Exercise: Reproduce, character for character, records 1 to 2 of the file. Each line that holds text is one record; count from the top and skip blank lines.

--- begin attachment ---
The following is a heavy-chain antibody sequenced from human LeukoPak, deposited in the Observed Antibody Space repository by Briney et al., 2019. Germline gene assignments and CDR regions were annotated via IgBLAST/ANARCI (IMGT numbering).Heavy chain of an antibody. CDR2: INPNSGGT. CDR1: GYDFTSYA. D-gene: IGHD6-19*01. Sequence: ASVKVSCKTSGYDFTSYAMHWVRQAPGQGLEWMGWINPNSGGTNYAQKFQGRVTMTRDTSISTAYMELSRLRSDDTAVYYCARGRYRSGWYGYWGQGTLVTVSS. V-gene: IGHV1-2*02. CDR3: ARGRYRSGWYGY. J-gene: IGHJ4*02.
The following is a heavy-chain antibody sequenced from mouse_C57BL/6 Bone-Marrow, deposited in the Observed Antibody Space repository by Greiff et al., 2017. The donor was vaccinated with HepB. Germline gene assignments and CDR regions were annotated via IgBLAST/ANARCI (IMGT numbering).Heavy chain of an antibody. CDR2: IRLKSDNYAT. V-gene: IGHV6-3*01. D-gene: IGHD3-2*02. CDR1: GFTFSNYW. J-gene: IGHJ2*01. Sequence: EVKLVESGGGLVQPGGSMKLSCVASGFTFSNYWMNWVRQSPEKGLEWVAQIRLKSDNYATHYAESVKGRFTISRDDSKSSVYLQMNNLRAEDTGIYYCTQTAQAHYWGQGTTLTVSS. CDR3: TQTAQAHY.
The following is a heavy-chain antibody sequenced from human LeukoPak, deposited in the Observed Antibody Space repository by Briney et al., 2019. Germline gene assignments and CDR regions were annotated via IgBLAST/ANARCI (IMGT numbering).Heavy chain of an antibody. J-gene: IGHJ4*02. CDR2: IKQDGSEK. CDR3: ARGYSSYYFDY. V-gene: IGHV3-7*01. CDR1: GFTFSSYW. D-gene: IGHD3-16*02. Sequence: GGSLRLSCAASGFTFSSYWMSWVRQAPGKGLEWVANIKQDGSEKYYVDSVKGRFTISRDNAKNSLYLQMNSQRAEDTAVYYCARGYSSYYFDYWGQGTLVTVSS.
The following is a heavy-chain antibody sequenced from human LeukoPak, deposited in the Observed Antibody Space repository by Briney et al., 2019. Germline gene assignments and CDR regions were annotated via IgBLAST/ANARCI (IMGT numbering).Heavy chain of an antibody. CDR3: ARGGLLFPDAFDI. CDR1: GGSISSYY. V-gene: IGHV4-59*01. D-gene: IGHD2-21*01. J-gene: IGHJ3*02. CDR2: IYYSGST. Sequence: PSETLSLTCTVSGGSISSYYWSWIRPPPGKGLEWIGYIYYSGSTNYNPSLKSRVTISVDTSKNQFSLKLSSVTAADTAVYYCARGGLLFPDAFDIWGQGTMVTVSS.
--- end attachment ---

The following is a heavy-chain antibody sequenced from human LeukoPak, deposited in the Observed Antibody Space repository by Briney et al., 2019. Germline gene assignments and CDR regions were annotated via IgBLAST/ANARCI (IMGT numbering).Heavy chain of an antibody. CDR2: INPNSGGT. CDR1: GYDFTSYA. D-gene: IGHD6-19*01. Sequence: ASVKVSCKTSGYDFTSYAMHWVRQAPGQGLEWMGWINPNSGGTNYAQKFQGRVTMTRDTSISTAYMELSRLRSDDTAVYYCARGRYRSGWYGYWGQGTLVTVSS. V-gene: IGHV1-2*02. CDR3: ARGRYRSGWYGY. J-gene: IGHJ4*02.
The following is a heavy-chain antibody sequenced from mouse_C57BL/6 Bone-Marrow, deposited in the Observed Antibody Space repository by Greiff et al., 2017. The donor was vaccinated with HepB. Germline gene assignments and CDR regions were annotated via IgBLAST/ANARCI (IMGT numbering).Heavy chain of an antibody. CDR2: IRLKSDNYAT. V-gene: IGHV6-3*01. D-gene: IGHD3-2*02. CDR1: GFTFSNYW. J-gene: IGHJ2*01. Sequence: EVKLVESGGGLVQPGGSMKLSCVASGFTFSNYWMNWVRQSPEKGLEWVAQIRLKSDNYATHYAESVKGRFTISRDDSKSSVYLQMNNLRAEDTGIYYCTQTAQAHYWGQGTTLTVSS. CDR3: TQTAQAHY.